Under the reign of Kamehameha III, Hawaii's traditional system of land use underwent drastic change. Guided by foreign advisors, the king divided lands that had formerly been held in common and administered by chiefs and their konohiki, or overseers. The Mahele allocated 23% of land in the Islands to the king (called crown lands); 40% comprised konohiki lands to be divided among 245 chiefs; and 37% was declared government lands, to be awarded to commoners who worked the land as active tenants. An appointed Land Commission and Court of Claims administered the land division.
The Mahele was followed in 1850 by the Kuleana Act which established fee simple ownership of land. Historical land tenants were required to document their claims to specific parcels in order to gain permanent title. Once granted, a kuleana plot was entirely independent of the traditional ahupua'a in which it was situated and it could also be sold to parties with no historical ties to the area.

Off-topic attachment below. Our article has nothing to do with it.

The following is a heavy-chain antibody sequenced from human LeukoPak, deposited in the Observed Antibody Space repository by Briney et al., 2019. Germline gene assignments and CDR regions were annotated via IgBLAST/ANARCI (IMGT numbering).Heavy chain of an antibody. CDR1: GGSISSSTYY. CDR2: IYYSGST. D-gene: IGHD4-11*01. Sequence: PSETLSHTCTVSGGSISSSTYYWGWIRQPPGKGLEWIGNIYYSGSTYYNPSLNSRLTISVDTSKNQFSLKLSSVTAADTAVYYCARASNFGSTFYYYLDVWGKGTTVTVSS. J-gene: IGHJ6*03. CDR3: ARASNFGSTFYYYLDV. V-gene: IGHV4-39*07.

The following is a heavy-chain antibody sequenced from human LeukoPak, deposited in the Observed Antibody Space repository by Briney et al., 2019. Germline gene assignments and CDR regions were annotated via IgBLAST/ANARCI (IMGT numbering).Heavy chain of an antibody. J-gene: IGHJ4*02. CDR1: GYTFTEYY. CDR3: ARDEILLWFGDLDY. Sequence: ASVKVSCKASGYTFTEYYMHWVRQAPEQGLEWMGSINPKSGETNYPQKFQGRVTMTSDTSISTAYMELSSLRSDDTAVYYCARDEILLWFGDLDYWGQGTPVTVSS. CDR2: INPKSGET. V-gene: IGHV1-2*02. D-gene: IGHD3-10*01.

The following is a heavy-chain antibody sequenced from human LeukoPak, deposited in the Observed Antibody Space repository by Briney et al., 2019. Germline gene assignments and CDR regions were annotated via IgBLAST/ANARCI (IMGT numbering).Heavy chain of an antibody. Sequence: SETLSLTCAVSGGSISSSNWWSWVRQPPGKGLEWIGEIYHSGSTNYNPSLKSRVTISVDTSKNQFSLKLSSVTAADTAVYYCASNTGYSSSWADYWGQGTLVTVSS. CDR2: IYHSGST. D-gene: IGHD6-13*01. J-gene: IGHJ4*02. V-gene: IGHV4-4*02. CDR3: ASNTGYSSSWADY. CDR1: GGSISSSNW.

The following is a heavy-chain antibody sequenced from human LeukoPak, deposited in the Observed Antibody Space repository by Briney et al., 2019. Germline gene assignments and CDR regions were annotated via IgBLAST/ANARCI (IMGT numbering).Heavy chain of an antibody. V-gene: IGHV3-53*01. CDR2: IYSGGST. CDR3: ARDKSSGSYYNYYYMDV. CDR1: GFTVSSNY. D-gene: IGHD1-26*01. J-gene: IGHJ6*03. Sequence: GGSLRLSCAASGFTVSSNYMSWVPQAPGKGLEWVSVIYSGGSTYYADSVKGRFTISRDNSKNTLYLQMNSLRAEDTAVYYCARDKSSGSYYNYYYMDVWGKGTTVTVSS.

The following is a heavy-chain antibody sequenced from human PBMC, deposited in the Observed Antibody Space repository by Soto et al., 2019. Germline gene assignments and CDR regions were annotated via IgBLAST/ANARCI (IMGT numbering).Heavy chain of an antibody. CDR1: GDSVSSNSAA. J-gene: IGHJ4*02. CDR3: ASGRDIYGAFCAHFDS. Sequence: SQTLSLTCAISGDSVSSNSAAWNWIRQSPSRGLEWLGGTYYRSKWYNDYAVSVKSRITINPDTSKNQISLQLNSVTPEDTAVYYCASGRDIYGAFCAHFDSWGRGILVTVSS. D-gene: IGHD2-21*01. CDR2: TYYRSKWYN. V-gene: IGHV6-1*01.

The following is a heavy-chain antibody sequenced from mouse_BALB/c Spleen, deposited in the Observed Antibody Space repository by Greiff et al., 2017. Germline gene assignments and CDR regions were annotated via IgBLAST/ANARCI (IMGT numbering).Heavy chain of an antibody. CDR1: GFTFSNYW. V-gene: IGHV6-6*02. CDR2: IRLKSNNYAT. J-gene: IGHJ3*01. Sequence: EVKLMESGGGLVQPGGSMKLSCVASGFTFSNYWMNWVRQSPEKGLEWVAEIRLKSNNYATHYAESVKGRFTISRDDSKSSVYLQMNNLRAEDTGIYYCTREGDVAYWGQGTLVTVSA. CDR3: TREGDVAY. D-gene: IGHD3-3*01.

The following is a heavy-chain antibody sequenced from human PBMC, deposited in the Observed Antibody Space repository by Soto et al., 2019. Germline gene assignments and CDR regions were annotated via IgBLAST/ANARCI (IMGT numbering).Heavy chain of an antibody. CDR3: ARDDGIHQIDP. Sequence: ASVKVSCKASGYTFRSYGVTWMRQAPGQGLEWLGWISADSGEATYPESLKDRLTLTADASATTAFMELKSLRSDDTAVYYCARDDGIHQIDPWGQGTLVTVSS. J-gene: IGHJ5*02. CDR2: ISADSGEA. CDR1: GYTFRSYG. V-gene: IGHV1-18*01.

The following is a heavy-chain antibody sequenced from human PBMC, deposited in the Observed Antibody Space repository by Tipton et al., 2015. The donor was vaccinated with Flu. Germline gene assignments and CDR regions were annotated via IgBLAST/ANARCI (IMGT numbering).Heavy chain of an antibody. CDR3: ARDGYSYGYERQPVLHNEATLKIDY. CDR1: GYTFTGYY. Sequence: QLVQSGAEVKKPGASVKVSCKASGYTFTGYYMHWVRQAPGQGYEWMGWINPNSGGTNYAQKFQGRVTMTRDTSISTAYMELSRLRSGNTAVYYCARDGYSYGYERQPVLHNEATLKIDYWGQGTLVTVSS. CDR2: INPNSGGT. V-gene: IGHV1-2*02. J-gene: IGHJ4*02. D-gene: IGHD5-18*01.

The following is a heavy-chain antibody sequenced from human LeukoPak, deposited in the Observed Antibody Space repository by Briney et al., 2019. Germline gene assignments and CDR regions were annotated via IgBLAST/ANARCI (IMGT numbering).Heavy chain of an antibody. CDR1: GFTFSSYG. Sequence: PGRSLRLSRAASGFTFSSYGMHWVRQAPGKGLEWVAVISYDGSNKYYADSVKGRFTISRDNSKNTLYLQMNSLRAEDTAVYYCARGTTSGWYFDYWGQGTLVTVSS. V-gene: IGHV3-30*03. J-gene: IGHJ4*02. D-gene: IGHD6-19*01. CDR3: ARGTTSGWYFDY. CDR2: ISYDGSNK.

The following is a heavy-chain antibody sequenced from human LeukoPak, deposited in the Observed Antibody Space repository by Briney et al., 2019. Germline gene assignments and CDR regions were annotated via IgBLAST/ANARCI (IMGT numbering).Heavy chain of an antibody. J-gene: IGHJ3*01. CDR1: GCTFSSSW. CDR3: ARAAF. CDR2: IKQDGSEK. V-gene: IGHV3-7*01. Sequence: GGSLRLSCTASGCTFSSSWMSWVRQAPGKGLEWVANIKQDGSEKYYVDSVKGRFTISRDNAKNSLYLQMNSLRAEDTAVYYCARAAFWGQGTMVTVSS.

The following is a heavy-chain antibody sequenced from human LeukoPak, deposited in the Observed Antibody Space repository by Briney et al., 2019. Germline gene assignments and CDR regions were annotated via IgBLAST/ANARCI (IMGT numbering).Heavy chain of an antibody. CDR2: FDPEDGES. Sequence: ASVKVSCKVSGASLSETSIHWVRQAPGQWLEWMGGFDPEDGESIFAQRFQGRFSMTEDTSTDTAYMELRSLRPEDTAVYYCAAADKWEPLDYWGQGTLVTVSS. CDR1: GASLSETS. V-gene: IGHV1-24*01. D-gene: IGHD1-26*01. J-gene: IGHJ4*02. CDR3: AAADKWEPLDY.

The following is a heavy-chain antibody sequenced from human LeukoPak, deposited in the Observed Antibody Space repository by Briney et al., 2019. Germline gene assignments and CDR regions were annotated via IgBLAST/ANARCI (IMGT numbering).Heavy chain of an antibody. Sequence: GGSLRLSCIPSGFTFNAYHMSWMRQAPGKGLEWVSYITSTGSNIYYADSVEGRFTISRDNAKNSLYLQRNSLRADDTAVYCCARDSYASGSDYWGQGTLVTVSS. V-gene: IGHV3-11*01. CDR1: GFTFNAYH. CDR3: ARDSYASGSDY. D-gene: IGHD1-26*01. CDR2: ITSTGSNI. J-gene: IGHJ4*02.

By 1855, the deadline for commoners to apply for land grants, Hawaiians in Olowalu had legally claimed 50 kuleana parcels, consisting of approximately 115 acres of valuable arable land. Hawaiians utilized these kuleanas to continue traditional agricultural practices, though sometimes in a more Western manner. For example, a hui of Olowalu taro growers formed the Taro Planting Company. Other Olowalu residents never laid claim to land they occupied or lost kuleanas by selling it to non-Hawaiians eager to accumulate property. By the time a census was taken by the Hawaiian government in 1866, only 13 Hawaiians stated they owned kuleanas in Olowalu.